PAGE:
In July 2013, Southward heard secondhand that the defendants were aware she had been speaking to the FBI. [Id. ¶ 91). In April 2014, Southward was notified that Fajardo had obtained a copy of notes from her FBI interview. [Id. ¶ 93). She was told by Fajardo's political consultant and her boss that the Board was "furious" that she had communicated with the FBI. [Id. ¶ 94).

         Additionally, "throughout the course of her employment, " Southward was pressured to engage in political activities. [Id. ¶ 225). She was "subjected to demands for financial contributions to the political campaigns of Defendant Board Members through the required purchase of tickets to political fundraising events." [Id.). Defendant Trujillo also "pressured" her to participate in phone banks for campaigns. [Id. ¶ 226). Southward "made contributions of time and money to Defendant Board Members' political campaigns because it was threatened that she would be terminated if she didn't." [Id. ¶¶ 227, 269).

         On June 12, 2014, the Board met and unanimously approved administrative leave with pay for Southward. [Id. ¶ 102). She was notified the next day that she would be terminated effective June 30, 2014. [Id. ¶ 103). At the Board's June 19, 2014 meeting, the Board voted officially to terminate Southward's employment. (Id. ¶ 104). For the two weeks remaining in her employment, Southward was sent to what was colloquially known as the "rubber room, " where she remained in "isolation" without a phone or computer. (/d. ¶¶ 110-12).

         B. Kulick's Factual Allegations

         Plaintiff Kristin Kulick was the Board's Director of Special Projects beginning in August 2009. (Id. ¶ 122). First, she objected to several issues about the Communications Department. Kulick reports that there were four to six employees who worked solely on public-relations tasks for the Board in violation of the district's accountability regulations. (Id. ¶¶ 124-25). When Kulick received a voicemail asking about the communications department, defendant Goncalves insisted she not tell the person that there even was a Communications Department; he reminded her that the records showed that these employees worked in other departments. (Id. ¶ 137).

         Ms. Kulick also objected to defendant Goncalves that administrative publications were not sent periodically, but were sent in "multiple blasts inappropriately timed with the election cycle." (Id. ¶ 136). She also objected that Goncalves required that only pictures of Board members be on the front page of the publications. (Id. ¶ 136).

         In the spring of 2010, Kulick raised concerns that her co-worker Amy Gomes, the fiancee of defendant Tony Monteiro, was arriving to work late and sometimes visibly intoxicated. (Id. ¶ 127). Kulick informed Karen Murray, then the Director of Human Resources (who happens to be Kulick's sister), about Gomes's conduct. (Id. ¶¶ 129-31). Murray raised concerns about promoting Gomes, after which Murray was placed on administrative leave and was ultimately terminated. (Id. ¶ 130). Afterward, defendant Goncalves told Kulick that her sister's termination "doesn't have to affect you, unless you want it to." (Id. ¶ 131). Kulick interpreted this as a threat. (Id.).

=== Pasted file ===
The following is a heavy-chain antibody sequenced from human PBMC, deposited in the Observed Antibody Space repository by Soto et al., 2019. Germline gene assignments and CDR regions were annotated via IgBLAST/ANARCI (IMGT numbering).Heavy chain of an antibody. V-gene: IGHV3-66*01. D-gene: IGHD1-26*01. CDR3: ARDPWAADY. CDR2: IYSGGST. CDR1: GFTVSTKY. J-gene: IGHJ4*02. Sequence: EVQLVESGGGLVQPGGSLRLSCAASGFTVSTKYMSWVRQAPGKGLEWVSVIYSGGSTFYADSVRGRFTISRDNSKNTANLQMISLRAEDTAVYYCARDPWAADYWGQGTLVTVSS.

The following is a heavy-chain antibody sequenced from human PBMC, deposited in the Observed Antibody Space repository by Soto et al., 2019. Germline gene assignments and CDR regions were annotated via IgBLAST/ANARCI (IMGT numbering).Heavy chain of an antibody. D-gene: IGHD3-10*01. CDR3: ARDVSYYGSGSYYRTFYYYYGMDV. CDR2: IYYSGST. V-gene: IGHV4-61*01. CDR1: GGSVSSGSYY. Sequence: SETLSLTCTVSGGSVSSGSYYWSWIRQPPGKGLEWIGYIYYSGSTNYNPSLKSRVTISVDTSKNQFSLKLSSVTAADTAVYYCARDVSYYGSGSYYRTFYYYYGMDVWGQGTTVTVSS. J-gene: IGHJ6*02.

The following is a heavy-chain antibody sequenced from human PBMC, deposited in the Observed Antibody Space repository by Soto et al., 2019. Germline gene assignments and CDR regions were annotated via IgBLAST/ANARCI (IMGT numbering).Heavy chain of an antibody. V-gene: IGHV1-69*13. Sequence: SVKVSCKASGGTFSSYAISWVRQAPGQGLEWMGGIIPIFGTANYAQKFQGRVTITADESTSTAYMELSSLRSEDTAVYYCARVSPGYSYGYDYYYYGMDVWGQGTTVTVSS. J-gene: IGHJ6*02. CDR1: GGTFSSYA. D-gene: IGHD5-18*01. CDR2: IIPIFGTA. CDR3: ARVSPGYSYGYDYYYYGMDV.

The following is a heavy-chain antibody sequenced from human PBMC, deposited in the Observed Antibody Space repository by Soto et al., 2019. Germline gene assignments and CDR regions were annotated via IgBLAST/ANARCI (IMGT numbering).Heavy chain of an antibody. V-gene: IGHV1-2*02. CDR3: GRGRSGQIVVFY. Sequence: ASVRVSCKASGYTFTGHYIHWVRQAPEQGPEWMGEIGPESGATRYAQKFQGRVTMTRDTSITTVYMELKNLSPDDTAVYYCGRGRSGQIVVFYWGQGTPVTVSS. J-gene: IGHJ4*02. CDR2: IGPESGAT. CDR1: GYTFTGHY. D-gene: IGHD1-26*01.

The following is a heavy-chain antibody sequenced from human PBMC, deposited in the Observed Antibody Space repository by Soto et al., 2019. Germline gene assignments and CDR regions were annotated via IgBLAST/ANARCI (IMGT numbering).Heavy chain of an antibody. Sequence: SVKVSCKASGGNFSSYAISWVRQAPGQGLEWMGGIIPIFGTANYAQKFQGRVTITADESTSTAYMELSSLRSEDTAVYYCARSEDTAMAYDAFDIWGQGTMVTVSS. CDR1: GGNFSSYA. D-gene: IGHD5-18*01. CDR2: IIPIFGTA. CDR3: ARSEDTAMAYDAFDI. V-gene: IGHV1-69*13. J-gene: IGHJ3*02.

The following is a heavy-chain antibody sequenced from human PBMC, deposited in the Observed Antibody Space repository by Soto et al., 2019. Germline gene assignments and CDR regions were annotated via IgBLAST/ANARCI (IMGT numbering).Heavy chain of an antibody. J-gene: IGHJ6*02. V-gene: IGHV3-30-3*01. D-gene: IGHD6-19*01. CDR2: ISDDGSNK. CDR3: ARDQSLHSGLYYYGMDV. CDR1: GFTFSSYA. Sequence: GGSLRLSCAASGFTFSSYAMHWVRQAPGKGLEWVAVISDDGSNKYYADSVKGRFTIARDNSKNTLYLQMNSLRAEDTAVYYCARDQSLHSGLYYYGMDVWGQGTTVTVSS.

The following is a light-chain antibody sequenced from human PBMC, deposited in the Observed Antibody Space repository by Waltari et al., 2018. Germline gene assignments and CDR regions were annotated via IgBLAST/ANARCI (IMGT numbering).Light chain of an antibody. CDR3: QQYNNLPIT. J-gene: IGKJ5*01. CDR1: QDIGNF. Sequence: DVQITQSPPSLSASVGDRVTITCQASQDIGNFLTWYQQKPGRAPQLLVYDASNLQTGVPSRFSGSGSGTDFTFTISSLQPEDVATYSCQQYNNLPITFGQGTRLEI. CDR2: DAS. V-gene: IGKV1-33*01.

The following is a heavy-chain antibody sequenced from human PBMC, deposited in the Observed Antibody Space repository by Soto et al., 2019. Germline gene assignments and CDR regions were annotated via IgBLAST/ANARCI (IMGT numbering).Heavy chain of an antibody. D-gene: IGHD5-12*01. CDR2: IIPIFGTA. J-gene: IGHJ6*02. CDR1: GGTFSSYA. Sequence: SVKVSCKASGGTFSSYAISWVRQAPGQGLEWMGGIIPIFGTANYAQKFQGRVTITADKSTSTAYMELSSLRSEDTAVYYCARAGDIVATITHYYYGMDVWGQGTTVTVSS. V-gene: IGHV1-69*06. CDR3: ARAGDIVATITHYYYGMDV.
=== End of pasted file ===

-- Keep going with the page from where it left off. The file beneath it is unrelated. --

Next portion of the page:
In May 2013, Kulick was told to purchase tickets at a fundraiser for hundreds of dollars. (Id. ¶ 132). She objected that "this was done as a direct threat [and] that her job was tied to her contribution." (Id., ). In 2013 and 2014, Ms. Kulick refused to buy tickets for politically connected charity events. (Id. ¶ 133). "Throughout her employment, including in 2014, Ms. Kulick was continually required to make significant financial contributions to the political campaigns of Defendant Board Members." (Id. ¶ 134). Ms. Kulick then refused to contribute time or money to Board-backed campaigns, (Id. ¶ 135).

         Kulick also objected to defendant Oscar Ocasio's employment with the Board. She claims that Ocasio was given "a job with no responsibilities" so he would get paid for full-time political work. (Id. ¶¶ 138-42). Ocasio also began "showing up at Ms. Kulick's meetings, " "leading meetings that were [Ms. Kulick's responsibility], " and took over her responsibilities with implementing a new security system for the schools. (Id. ¶¶ 141-43).

         In spring 2014, at a Director's Association union meeting, Kulick raised concerns that she and other Directors had not received the merit pay to which they were entitled under a 2012 Memorandum of Agreement. (Id. ¶ 144). Defendant Ocasio told Kulick that he knew of an impending Human Resources and cabinet staff meeting at which certain individuals were slated to be "let go." (Id. ¶ 145). He warned Kulick that "she shouldn't be asking questions like that at th[is] time." (Id.). Nevertheless, Kulick submitted a written request to defendant Munoz that the Directors receive their merit pay. (Id. ¶ 150). Kulick asserts that her employment was terminated in June 2014 in retaliation for these activities. (Id. ¶¶ 151-52).

         Kulick also asserts that she was punished for refusing to participate in political activities. In support, she alleges that shortly after she was hired in 2009, Annie Rooney, defendant Munoz's secretary, informed her that she was expected to purchase tickets to the Board members' political fundraisers and events. (Id. ¶¶ 172-73). Out of fear, Kulick purchased tickets. (Id. ¶¶ 174-75).